Here are some pointers to help make your first speech more effective
- Avoid repeating the title of your speech—When it is your turn to speak, the Toastmaster will introduce you, giving the title of your speech. A well-performed Introduction will have enlisted the interest of the audience before you've said a word. Don't blow it by repeating the title after the Toastmaster has just announced it.
- Acknowledge the Toastmaster—Protocol demands that the Toastmaster remain standing until you acknowledge him or her by saying "Mr. (or Madam) Toastmaster." Only after you have said this key phrase does the Toastmaster sit down.
- Speak up!—Your audience really is looking forward to learning a bit more about you. Make sure that even the people in the back of the room can hear you clearly.
- Avoid fidgeting—Most novice speakers display nervous mannerisms the first few times they face an audience. Common ones include rocking on heels, clasping hands in front of the body, nervous pacing or repeating a word like OK or actually. Be aware of your favorite habit and start eradicating it early. You may wish to ask your evaluator to watch for a particular habit, so that after the speech you'll know how successful you were in keeping it under control.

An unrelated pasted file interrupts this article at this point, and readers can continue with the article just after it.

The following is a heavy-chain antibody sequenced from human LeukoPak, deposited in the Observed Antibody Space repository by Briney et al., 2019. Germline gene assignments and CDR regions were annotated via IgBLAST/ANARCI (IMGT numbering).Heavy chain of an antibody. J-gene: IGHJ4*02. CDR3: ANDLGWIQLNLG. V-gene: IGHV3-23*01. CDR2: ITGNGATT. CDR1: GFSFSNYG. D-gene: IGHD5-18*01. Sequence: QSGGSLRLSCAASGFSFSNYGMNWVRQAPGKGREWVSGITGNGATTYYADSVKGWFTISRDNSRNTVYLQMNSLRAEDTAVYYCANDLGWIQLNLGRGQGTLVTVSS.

- Slow down—Most Toastmasters are shocked when they discover how long a four- to six-minutes speech actually is, so they try to cram their family history for the last three generations into that time. To cover the material, the poor speaker has to talk so fast, nobody can understand the message. The cure is simple. Pick three points you would like to share with the audience, tie them together with an introduction and a conclusion, and slow down so that everybody can understand you. A mentor once told me I should be able to hear the first and last sound of every word I speak. This simple tip helped me improve the pacing of my speeches.
- Don't thank the audience—We often see stars on TV saying thank you, thank you," to hordes of applauding people. That's all right for them, but the proper way of concluding your speech is to simply return control of the meeting back to the Toastmaster by looking in that person's direction and saying: "Mr. (or Madam) Toastmaster." Your audience indicates their thanks by applauding at the end of your speech. You don't need to thank them for being there—they want to be there.
All these points may seem a lot to concentrate on—and they are. We haven't even covered eye contact, body language, or simple speech structure, but that's OK. Remember, don't try to get it all perfect—you have another nine assignments to go before you achieve your Competent Communicator award, and these projects will give you all the practice you need to craft excellent speeches.
First published in The Toastmaster, November 1996.
-- Erich Viedge 14:22, 30 Jul 2005 (UTC)